Three chapters from Klavierzerstörungen
exlusively in English translation
(illustrations in the book are not reproduced on this

The Anarchy of Vaudeville
Destructivity in Slapstick

The book can be ordered from Reimer Verlag

The Anarchy of Vaudeville
Jimmy Durante

Jimmy Durante (1893–1980) was a popular American pianist, singer and comedian. By the time he was just seventeen he had already begun playing ragtime piano in clubs, cabarets and beer halls. This, presumably, was where the young Durante gathered the elementary experience that later turned him into the first artistic destroyer of pianos in the history of the performance arts. Prostitution, alcohol abuse, criminality and violence created a general mood of crudeness in the lower-class milieu of popular entertainment. Entertainment, David Backish tells us in his biography of Durante, not only aimed at creating sentimental effect but also resorted to slapstick and offensive humour to participate in the carnivalesque rowdiness.[1] Yet Durante would never have been the successful showman he later became had he merely stuck to the mores of his environment. Over the years, he not only adjusted his musical style but he began to sing and add comic banter to his routine; together with the singer Eddie Jackson and the dancer Lou Clayton he launched a career in vaudeville that finally propelled him to greater glory in Broadway musicals. His stage success in turn opened the doors for his appearances in Hollywood and TV productions.

Unlike his supporting roles in cinema, Durante’s early stage performances were marked by a great measure of intensity, insanity and anarchistic explosiveness, qualities that distinguished him from other entertainers of that period.[2] A childhood spent in an Italian immigrant milieu, an unschooled proletarian setting and his early experience in the subculture of the entertainment world concocted the ferment from which, very early on, Durante nurtured his delight in “language butchery”[3], which at times was reminiscent of Dadaist wordplay and was later to become his hallmark.[4]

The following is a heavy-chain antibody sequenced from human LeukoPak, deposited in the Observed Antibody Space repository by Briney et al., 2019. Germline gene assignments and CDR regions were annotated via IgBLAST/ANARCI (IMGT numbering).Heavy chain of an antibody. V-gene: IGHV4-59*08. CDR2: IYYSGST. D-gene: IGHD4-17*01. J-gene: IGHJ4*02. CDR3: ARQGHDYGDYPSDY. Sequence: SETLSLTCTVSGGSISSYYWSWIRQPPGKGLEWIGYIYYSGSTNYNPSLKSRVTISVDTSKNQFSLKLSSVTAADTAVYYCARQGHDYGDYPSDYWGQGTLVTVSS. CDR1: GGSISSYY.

This brief reference to Dada and vaudeville, two ostensibly remote cultures, each deploying aggressive humour with keenly provocative attitudes, is, to begin with, only to suggest that an appetite for attacking the symbols of conformity was not unique to the aesthetic avant-garde. In both cases we find signs of vulgarity, infantile expressiveness and desublimated articulation that sought to be seen as atavisms against a backdrop of sophisticated high culture and appeared to menace the seemingly solid foundations of what is considered serious art. Fired by an irreverent proletarian mode of behaviour, from the mid-1920s onwards Jimmy Durante’s performances took a direction that by comparison even make the Dada insurrection appear harmless, while seeming to anticipate later Fluxus events. Any proximity to Fluxus suggested here stems from the fact that Durante was the first performer to include the dismantling of pianos in the repertoire that built his fame – a practice several Fluxus artists also adopted with success. In an environment that tended to favour physical means of expression, the transition from playing piano in his characteristically loud, syncopically fragmented style to launching unmusical attacks on the instrument is nothing if not consistent. The idea that these staged acts of frenziedly dismantling pianos conveyed a sub-cultural anti-bourgeois attitude should, for the time being, only be treated as a hypothesis. This, nevertheless, seems plausible since the conventions of decency, controls over urges and respect for values – also in a pecuniary sense – are thereby suspended. The gesture of destruction was accompanied by the aforementioned linguistic demolition (slang, meaningless onomatopoeia, misuse of elaborately erudite language, hybridisation of various international languages). Language, music and musical instrument are invested with enhanced corporeality while, as a logical consequence, their symbolically urbane contents are aggressively subjected to an acid test.